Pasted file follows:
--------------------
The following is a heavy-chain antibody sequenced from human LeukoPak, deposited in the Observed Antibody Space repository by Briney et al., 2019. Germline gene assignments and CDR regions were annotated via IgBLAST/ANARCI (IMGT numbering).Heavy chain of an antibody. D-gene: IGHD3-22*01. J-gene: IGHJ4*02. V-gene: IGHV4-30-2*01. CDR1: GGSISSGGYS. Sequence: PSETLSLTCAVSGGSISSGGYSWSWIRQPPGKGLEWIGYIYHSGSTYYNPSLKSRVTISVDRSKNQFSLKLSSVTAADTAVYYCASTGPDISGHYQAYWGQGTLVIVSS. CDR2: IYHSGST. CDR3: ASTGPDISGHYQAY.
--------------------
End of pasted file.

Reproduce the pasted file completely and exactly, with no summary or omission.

The following is a heavy-chain antibody sequenced from human LeukoPak, deposited in the Observed Antibody Space repository by Briney et al., 2019. Germline gene assignments and CDR regions were annotated via IgBLAST/ANARCI (IMGT numbering).Heavy chain of an antibody. D-gene: IGHD3-22*01. J-gene: IGHJ4*02. V-gene: IGHV4-30-2*01. CDR1: GGSISSGGYS. Sequence: PSETLSLTCAVSGGSISSGGYSWSWIRQPPGKGLEWIGYIYHSGSTYYNPSLKSRVTISVDRSKNQFSLKLSSVTAADTAVYYCASTGPDISGHYQAYWGQGTLVIVSS. CDR2: IYHSGST. CDR3: ASTGPDISGHYQAY.